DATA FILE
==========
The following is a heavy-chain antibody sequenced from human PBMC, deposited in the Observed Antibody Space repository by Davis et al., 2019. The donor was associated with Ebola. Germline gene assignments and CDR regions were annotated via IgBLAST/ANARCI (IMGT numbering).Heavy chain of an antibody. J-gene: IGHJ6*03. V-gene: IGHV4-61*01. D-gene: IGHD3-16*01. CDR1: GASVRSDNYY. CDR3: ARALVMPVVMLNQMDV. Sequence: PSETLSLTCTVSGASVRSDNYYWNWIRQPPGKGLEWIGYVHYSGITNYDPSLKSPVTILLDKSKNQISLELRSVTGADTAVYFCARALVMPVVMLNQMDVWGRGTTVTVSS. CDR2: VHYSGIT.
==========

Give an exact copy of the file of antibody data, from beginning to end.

The following is a heavy-chain antibody sequenced from human PBMC, deposited in the Observed Antibody Space repository by Davis et al., 2019. The donor was associated with Ebola. Germline gene assignments and CDR regions were annotated via IgBLAST/ANARCI (IMGT numbering).Heavy chain of an antibody. J-gene: IGHJ6*03. V-gene: IGHV4-61*01. D-gene: IGHD3-16*01. CDR1: GASVRSDNYY. CDR3: ARALVMPVVMLNQMDV. Sequence: PSETLSLTCTVSGASVRSDNYYWNWIRQPPGKGLEWIGYVHYSGITNYDPSLKSPVTILLDKSKNQISLELRSVTGADTAVYFCARALVMPVVMLNQMDVWGRGTTVTVSS. CDR2: VHYSGIT.